On Election Day in November 2018, voters across New York State voted for a new direction for the 63-member New York State Senate. With some races remaining close and needing to be finalized based on a count of absentee and provisional ballots, it appears that Democrats have elected 40 Senators and Republicans just 23. There is no way to overstate just what a sea change this is for New York State politics.
There is also no way to overstate the questions that this sea change raise for the Adirondack Park, which is cut up into four State Senate districts, each steadfastly represented by a Republican. These four Senators – Betty Little, Joe Griffo, Patti Ritchie and Jim Tedisco – led by Little whose 45th Senate District has the majority of the Adirondack Park, were members in excellent standing in the exclusive club of the Republican Senate Majority. With a membership of around three dozen they unrelentingly, efficiently and ruthlessly wielded power and thoroughly enjoyed their political spoils. » Continue Reading.
Congressional representative Elise Stefanik should invite the new head of the U.S. EPA, Scott Pruitt, to visit her district. She might introduce Mr. Pruitt to the homeowners in Ballston Spa whose homes have been turned upside down thanks to release of some very bad chemicals from a nearby, now closed dry cleaning facility.
In July 2016, the New York State Department of Environmental Conservation requested that EPA perform an environmental assessment. In August 2016, the EPA collected air samples and detected high levels of chloroform; TCE (trichloroethylene); PCE; vinyl chloride; benzene; and naphthalene. These chemicals are likely in the ground water as well. This winter, EPA is evaluating homes downstream of the dry cleaners for vapor intrusion into those homes. » Continue Reading.
Republican Elise Stefanik has soundly won election to the US House of Representatives. At just 30 years old, she will be the youngest women ever elected to the House, breaking a record set by 31-year-old Elizabeth Holtzman (D – Brooklyn) in 1973.
With 578 of 589 districts reporting it appears that Stefanik’s Democratic challenger Aaron Woolf drew just 32 percent, and the Green Party’s Matt Funiciello, the only candidate who has been truly living in the district, garnered 11 percent. Stefanik’s opponents combined did not poll enough to top her 53 percent which should diminish the effectiveness of Democratic cries of “spoiler”.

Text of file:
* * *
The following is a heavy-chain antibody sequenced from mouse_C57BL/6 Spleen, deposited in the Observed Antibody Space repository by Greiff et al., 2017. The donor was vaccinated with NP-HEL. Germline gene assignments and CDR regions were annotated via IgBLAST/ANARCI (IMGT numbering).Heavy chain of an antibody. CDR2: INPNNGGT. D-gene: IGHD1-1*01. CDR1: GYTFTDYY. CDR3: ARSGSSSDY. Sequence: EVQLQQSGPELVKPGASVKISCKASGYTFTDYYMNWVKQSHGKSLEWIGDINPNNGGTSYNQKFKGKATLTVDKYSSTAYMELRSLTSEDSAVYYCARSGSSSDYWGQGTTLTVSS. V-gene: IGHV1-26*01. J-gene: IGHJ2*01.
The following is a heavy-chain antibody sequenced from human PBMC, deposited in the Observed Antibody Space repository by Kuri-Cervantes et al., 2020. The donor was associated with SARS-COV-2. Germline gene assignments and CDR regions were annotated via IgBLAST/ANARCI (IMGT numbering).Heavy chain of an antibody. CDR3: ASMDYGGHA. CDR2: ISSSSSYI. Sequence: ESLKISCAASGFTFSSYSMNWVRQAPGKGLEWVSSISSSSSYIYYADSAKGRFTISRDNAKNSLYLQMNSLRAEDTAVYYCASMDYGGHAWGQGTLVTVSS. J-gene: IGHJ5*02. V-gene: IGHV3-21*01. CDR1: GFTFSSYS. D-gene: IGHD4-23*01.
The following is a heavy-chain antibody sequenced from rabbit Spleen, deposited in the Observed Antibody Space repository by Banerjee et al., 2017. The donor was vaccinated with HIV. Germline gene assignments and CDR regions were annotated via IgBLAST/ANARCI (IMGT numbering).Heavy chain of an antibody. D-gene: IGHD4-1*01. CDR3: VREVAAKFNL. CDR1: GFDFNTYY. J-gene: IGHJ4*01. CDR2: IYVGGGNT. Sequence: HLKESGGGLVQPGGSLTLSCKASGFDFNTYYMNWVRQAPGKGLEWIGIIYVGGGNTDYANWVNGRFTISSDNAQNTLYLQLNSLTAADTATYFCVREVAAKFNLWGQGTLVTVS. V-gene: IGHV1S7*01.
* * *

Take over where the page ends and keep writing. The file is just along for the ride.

This election marks a major step forward for the Green Party locally. Their candidate secured three important newspaper endorsements: from the Glens Falls Post Star and the widely read Chronicle, and the Adirondack Daily Enterprise in Saranac Lake. In Warren County Funiciello picked up 23.5% of the vote and came close to beating Woolf – falling just 201 votes short of that mark, though Stefanik still won a majority of the votes in Warren County (Stefanik 8,822; Woolf 4,445; and Funiciello 4,245). District-wide, even with all of Funiciello’s votes Woolf still would have been soundly defeated however. » Continue Reading.
Protect the Adirondacks sent a questionnaire to each of the three candidates running for Congress in New York’s 21st Congressional District, which includes the Adirondack Park and northern New York, about their positions on climate change issues.
The questionnaire included seven questions and was sent to Green Party candidate Matt Funicello, Republican Party candidate Elise Stefanik, and Democratic Party candidate Aaron Woolf. The climate change questionnaire was sent to each campaign on September 25th. Woolf and Funicello submitted their answers, while the Stefanik campaign has been unresponsive despite repeated emails and phone calls. » Continue Reading.
In an interview with the Lake George Mirror, as well in interviews with other newspapers and in an op-ed piece published by the Watertown Daily Times in November, Congressional candidate Elise Stefanik stated that she favors the repeal of the Affordable Care Act.
She added that she would replace it with, among other things, measures that allow people to purchase health insurance from out of state insurers, purportedly on the grounds that the costs of health care would thereby drop. But anyone familiar with the Affordable Care Act knows that it does permit people to purchase health insurance across state lines. » Continue Reading.
Addressing the concerns of the opponents of the proposed federal constitution, who worried that members of Congress would not be sufficiently representative of the interests and opinions of their districts, the authors of ‘The Federalist Papers’ pointed out that a candidate without local connections would be unlikely to get elected.
They could not win the esteem of their neighbors without having already demonstrated merit and sound judgement. They will be acquainted with local issues, because in all probability they will have served in the state legislature, “where all local information and interests of the state are assembled,” or in some other local office. » Continue Reading.
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